She checked the computer briefly. “Oh yes,” she said, smiling. “You once fell off it somewhere during a… what…?” She glanced at the screen again. “…a 110 Km ride up the Squamish Valley.” She locked eyes with mine and wrestled them to the desk. “I never did ask. How do you know the distance so accurately?”

I shrugged again, as if it were obvious. “It’s an app on my phone.” And then, when she seemed puzzled, “I always set it before a ride, or a run,” I added. “It’s good to know these things.”

A blank stare. “Why?”

“So I can tell you, I suppose.” Stupid question, really.

She sat back in her chair and smiled. “And so you’ve hurt your knee again…?”

I smiled back at her, a little embarrassed for some reason.

She sighed loudly and leaned forward again. “At your age, what do you expect, Goz…?”

It was a mistake to tell her my childhood nickname –I never expected her to use it… For that matter, I never expected a family doctor to ask me what I expect. I figure it’s her job to tell me what she thinks. But Dr. Bethany is a bit unorthodox –that’s why I go to her, I guess. And anyway, she’s a long-time runner, so I expect her to understand these things.

She typed something in her laptop and then her eyes surfaced above the screen. “So how long did you run this time…?”

“The usual…” I was lying, and she could tell immediately.

“That’s no answer, Goz.” Her expression turned stern and her eyes burrowed into my face. “Did you go over the limit again?”

I had to resort to another shrug. “I was just testing something…” I think I blushed –I usually do when I get caught doing something I’d agreed not to. “Two-eighteen this time…” I said, looking down at my lap. “I mean, that’s hardly pushing it.”

She shook her head sadly, as if she were disappointed in me. “You told me the last time you were in here that you had ‘2 hour knees’… That you knew their limit.”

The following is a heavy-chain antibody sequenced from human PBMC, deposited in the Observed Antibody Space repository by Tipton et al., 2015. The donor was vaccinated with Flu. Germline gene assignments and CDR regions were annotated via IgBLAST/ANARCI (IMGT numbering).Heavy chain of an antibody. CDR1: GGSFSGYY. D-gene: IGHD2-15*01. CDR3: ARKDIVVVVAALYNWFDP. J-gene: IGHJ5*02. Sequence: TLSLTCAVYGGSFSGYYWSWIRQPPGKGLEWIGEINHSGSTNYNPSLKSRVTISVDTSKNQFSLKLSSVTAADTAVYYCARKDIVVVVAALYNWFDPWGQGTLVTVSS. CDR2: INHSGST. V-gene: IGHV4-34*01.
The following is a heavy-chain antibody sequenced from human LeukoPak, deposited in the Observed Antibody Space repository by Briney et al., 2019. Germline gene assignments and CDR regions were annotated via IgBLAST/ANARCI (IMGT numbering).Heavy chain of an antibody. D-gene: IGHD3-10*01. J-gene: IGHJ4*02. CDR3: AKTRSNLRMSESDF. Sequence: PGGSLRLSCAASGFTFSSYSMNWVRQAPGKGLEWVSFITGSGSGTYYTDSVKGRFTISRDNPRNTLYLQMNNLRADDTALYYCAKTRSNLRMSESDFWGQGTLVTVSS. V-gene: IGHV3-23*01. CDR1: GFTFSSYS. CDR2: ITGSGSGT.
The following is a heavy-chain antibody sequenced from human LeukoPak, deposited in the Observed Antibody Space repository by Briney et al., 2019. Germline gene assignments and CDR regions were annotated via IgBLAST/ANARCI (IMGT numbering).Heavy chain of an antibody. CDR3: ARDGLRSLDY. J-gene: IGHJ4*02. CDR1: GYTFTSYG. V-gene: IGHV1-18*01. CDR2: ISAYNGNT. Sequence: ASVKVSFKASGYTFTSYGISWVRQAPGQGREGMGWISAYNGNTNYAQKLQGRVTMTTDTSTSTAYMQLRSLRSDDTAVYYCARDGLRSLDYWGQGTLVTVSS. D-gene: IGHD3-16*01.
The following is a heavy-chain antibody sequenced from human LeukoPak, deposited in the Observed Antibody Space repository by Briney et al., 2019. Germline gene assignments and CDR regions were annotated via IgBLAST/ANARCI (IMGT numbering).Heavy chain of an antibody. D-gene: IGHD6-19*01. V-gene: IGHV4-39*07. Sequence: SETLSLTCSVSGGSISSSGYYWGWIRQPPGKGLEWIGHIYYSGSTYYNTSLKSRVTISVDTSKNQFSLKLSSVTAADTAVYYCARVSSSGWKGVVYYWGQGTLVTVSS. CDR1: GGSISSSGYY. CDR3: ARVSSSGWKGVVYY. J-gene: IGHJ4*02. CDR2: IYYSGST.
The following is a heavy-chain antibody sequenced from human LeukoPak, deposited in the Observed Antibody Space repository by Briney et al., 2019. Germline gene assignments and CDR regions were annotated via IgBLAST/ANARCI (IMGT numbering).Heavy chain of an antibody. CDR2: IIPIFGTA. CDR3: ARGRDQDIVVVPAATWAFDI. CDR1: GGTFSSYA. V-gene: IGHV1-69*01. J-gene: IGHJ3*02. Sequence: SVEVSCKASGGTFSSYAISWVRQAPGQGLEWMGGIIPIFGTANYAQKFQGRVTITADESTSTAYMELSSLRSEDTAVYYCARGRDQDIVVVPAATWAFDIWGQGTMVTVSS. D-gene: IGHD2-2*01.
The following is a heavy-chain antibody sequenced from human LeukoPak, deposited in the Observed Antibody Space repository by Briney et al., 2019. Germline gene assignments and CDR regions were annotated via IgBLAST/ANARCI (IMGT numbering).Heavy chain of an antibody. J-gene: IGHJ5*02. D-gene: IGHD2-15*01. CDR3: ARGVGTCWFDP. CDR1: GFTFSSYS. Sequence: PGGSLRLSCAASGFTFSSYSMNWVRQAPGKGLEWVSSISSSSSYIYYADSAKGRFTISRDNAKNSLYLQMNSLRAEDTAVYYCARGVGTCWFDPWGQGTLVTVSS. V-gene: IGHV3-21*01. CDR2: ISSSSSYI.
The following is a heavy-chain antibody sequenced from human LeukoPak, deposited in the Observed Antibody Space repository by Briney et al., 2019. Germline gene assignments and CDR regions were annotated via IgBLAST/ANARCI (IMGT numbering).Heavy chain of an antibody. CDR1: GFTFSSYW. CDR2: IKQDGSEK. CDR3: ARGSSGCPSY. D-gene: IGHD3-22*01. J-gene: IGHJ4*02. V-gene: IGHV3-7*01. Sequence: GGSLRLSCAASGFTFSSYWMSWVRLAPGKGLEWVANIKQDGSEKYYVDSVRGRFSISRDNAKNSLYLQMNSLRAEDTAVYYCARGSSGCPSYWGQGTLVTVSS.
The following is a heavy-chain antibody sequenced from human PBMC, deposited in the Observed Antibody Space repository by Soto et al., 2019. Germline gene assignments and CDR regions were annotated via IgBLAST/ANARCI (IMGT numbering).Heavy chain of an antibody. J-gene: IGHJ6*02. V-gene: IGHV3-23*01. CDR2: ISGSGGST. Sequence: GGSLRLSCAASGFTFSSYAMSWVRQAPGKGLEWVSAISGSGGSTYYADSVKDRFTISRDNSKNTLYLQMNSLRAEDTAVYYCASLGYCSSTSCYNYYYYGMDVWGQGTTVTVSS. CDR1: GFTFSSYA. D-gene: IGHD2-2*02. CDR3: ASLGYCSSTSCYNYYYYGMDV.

I risked a glance at her face before dropping my eyes into my lap again. “Last week I had them up to two-ten with barely a twinge… As a matter of fact, I had a two-twelve, uhmm, four days ago…” I almost felt like I was justifying getting home late to a watchful mother, or something.

Her eyes disappeared behind the screen and I could hear the clickety-clack of her fingers on the keys. All I could see was the tight bun of her grey hair bobbing up and down whenever there was a flurry of clicks. When the rest of her reappeared, she closed the screen and leaned forward on her desk with a big, smushy grin on her lips. But silence wrapped her like a shadow. She could be as unnerving as an excessively annoyed teacher sometimes. Her eyes sat heavily on me, like an eagle on the thin branch at the top of a tree.

“So…”

She observed me, for a long moment before shaking her head slowly. “If I told you to stick to the two hour run, would you listen to me?”

I blinked. “Not when I can do a two-twelve and get away with it…”

She sighed, loudly this time –obviously frustrated. “So tell me again why you wanted to see me today?”

“I, ahh… I just wanted to check with you to make sure I hadn’t done too much this time…” It was a lame thing to say, but she seemed to understand.

“And you’re going to rest it for a few days?”

I nodded. “Until Saturday, at least. You gonna do the trail again, Saturday?”

She rolled her eyes and smiled. “Just the 2 hour loop, though…” Then she stared at me for a moment. “What is your app called?”

I smiled back at her. You have to go to a doctor who understands.